This post has outlined seven different elements that you could use to build your platform.

You do not have to adopt and cultivate all seven elements, but you should build a professional website.

As you consider which of the above planks you want to use to build your platform, think about how each element will help you showcase your authority and whether they will give people a good reason to follow you and your work.

Choose elements that will help you highlight your genuine character and humanity. People like to follow and support genuine and helpful individuals.

We have just scratched the surface of platforms.

Over the course of 2015 (and maybe 2016), we will explore all of these platform elements in greater detail because we need to build better platforms if we want to convey our historical knowledge to the large public of history-lovers.

Please let me know if you want to know more about a specific platform element. I will try to write and schedule requested posts sooner rather than later. E-mail Twitter | Facebook  


BooksHere are three books about building professional platforms that I recommend:

Chuck Sambuchino, [simpleazon-link asin="B00FGVWODY" locale="us"]Create Your Writer Platform: The Key to Building an Audience, Selling More Books, and Finding Success as an Author[/simpleazon-link]

Michael Hyatt, [simpleazon-link asin="159555503X" locale="us"]Platform: Get Noticed in a Noisy World[/simpleazon-link]

Seth Godin, [simpleazon-link asin="1591842336" locale="us"]Tribes: We Need You to Lead Us[/simpleazon-link]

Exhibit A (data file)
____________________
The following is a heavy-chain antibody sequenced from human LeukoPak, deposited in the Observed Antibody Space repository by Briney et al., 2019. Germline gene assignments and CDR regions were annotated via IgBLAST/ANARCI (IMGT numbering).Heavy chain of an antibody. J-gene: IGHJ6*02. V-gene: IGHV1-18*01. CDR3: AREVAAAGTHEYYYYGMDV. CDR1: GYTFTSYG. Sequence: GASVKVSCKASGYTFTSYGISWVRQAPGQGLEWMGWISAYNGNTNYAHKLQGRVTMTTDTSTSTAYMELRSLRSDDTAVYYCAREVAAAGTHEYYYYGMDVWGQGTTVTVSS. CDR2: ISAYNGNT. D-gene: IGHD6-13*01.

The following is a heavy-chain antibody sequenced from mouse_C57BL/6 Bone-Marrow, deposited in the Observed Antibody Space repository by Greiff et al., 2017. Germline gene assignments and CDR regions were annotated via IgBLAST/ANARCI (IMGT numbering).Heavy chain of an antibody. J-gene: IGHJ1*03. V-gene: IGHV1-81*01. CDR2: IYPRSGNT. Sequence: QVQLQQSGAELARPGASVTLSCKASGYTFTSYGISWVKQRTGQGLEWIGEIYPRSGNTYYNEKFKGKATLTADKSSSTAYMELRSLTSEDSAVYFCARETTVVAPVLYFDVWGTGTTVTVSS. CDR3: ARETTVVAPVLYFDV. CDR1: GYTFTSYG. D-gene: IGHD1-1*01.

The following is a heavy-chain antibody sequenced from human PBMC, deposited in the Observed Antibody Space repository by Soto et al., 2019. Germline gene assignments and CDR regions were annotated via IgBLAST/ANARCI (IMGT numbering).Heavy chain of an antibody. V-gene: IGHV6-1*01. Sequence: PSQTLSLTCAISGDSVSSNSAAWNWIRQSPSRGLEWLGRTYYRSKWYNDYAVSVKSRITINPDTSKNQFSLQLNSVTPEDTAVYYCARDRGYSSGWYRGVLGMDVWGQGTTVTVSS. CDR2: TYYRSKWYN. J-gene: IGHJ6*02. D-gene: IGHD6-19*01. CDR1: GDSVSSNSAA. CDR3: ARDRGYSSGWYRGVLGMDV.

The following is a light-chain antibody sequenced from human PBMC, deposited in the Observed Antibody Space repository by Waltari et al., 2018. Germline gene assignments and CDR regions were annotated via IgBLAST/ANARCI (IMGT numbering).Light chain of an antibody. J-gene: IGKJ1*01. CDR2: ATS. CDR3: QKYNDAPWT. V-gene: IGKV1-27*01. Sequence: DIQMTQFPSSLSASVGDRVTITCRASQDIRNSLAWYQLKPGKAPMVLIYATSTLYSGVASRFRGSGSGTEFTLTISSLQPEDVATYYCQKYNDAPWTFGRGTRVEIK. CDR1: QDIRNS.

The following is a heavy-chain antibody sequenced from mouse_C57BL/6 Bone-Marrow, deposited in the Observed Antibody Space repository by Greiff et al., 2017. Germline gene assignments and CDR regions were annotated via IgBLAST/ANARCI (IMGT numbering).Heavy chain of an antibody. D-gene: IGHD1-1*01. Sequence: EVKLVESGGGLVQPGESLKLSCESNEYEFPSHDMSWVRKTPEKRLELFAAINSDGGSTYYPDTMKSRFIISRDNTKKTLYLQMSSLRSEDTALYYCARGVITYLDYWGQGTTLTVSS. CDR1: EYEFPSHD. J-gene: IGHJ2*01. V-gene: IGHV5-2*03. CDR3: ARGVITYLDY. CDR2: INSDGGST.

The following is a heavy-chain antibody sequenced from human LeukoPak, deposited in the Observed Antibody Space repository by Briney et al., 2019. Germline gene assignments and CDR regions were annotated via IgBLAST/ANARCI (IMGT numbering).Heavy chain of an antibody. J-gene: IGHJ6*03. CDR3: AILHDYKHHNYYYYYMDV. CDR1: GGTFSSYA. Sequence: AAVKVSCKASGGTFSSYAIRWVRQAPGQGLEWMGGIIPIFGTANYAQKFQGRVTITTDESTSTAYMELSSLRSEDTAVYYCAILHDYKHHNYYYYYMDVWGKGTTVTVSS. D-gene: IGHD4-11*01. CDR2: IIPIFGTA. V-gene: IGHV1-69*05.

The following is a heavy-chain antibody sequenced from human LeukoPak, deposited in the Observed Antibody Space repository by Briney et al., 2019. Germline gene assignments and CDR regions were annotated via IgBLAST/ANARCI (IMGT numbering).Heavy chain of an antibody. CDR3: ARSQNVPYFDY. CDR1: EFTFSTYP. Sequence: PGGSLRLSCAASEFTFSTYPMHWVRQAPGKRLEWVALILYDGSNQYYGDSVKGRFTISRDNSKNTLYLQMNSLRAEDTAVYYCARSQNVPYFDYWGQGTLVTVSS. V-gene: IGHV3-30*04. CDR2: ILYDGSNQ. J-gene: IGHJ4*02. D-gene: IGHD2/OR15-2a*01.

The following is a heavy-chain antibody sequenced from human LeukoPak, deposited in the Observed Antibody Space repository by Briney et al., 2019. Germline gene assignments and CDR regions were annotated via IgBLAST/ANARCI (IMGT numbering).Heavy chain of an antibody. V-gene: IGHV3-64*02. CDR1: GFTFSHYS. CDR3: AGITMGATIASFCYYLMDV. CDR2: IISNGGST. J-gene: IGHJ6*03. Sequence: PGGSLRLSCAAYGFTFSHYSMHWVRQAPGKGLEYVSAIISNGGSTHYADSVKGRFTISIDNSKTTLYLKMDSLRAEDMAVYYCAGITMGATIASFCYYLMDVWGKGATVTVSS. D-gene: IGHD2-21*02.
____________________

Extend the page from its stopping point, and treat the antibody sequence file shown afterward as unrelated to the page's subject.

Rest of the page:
How Historians Can Re-purpose Conference Papers & Lectures

Otis RepurposeHistorians spend a lot of time writing conference papers and lectures. Often we use this content to serve a singular purpose and then we forget about it.

But what if you could turn your conference papers and lectures into something more? Something that helps you promote your work and generate more interest in it?

In this post you will learn how you can repurpose your conference papers and lectures into video and audio content that will build your platform and help you reach a wider audience.

How to Reach a Wider Audience

A great time slot on a conference program may allow as many as 50-100 people to hear your paper. Often attendance will be less than that.

You may experience similar attendance for one of your public talks or lectures.

But what if you could repurpose and reuse the material in your conference papers and lectures to reach a wider audience with minimal work, would you do it?

Technology has made it possible for you to make all of the content you produce accessible to a wider audience.

You could transform your conference papers and lectures into blog posts, feature articles for online and print newspapers and magazines, podcast episodes, or educational videos. All of these mediums will help you spread word about your work to a wider audience.